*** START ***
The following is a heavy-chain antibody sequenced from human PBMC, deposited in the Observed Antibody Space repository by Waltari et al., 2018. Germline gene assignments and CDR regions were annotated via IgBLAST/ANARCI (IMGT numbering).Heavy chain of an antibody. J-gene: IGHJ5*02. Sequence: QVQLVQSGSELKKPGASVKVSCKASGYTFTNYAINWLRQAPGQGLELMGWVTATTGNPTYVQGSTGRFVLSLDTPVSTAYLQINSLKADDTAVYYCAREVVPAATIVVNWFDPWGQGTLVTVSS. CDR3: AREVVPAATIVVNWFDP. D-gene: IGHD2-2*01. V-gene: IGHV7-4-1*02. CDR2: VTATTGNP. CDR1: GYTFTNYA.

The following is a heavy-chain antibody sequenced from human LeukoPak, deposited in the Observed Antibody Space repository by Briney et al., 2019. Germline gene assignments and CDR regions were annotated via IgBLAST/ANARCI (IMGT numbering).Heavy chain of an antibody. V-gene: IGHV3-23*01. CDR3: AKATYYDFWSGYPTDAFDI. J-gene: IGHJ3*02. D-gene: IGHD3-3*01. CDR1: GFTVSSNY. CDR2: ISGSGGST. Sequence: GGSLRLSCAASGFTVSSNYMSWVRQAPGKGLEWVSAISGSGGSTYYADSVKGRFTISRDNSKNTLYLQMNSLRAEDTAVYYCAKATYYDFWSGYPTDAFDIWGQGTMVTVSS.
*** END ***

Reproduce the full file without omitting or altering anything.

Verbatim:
The following is a heavy-chain antibody sequenced from human PBMC, deposited in the Observed Antibody Space repository by Waltari et al., 2018. Germline gene assignments and CDR regions were annotated via IgBLAST/ANARCI (IMGT numbering).Heavy chain of an antibody. J-gene: IGHJ5*02. Sequence: QVQLVQSGSELKKPGASVKVSCKASGYTFTNYAINWLRQAPGQGLELMGWVTATTGNPTYVQGSTGRFVLSLDTPVSTAYLQINSLKADDTAVYYCAREVVPAATIVVNWFDPWGQGTLVTVSS. CDR3: AREVVPAATIVVNWFDP. D-gene: IGHD2-2*01. V-gene: IGHV7-4-1*02. CDR2: VTATTGNP. CDR1: GYTFTNYA.

The following is a heavy-chain antibody sequenced from human LeukoPak, deposited in the Observed Antibody Space repository by Briney et al., 2019. Germline gene assignments and CDR regions were annotated via IgBLAST/ANARCI (IMGT numbering).Heavy chain of an antibody. V-gene: IGHV3-23*01. CDR3: AKATYYDFWSGYPTDAFDI. J-gene: IGHJ3*02. D-gene: IGHD3-3*01. CDR1: GFTVSSNY. CDR2: ISGSGGST. Sequence: GGSLRLSCAASGFTVSSNYMSWVRQAPGKGLEWVSAISGSGGSTYYADSVKGRFTISRDNSKNTLYLQMNSLRAEDTAVYYCAKATYYDFWSGYPTDAFDIWGQGTMVTVSS.